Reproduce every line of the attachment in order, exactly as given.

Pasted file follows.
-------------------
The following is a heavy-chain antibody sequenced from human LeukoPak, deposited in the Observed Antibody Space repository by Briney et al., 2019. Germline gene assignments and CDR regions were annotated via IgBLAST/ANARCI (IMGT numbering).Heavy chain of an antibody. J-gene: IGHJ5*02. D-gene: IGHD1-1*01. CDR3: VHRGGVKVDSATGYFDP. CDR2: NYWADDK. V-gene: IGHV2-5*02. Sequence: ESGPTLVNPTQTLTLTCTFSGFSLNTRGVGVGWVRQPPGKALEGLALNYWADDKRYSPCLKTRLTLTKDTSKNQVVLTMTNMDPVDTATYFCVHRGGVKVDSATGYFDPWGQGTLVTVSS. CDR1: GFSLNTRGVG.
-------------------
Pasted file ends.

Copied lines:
The following is a heavy-chain antibody sequenced from human LeukoPak, deposited in the Observed Antibody Space repository by Briney et al., 2019. Germline gene assignments and CDR regions were annotated via IgBLAST/ANARCI (IMGT numbering).Heavy chain of an antibody. J-gene: IGHJ5*02. D-gene: IGHD1-1*01. CDR3: VHRGGVKVDSATGYFDP. CDR2: NYWADDK. V-gene: IGHV2-5*02. Sequence: ESGPTLVNPTQTLTLTCTFSGFSLNTRGVGVGWVRQPPGKALEGLALNYWADDKRYSPCLKTRLTLTKDTSKNQVVLTMTNMDPVDTATYFCVHRGGVKVDSATGYFDPWGQGTLVTVSS. CDR1: GFSLNTRGVG.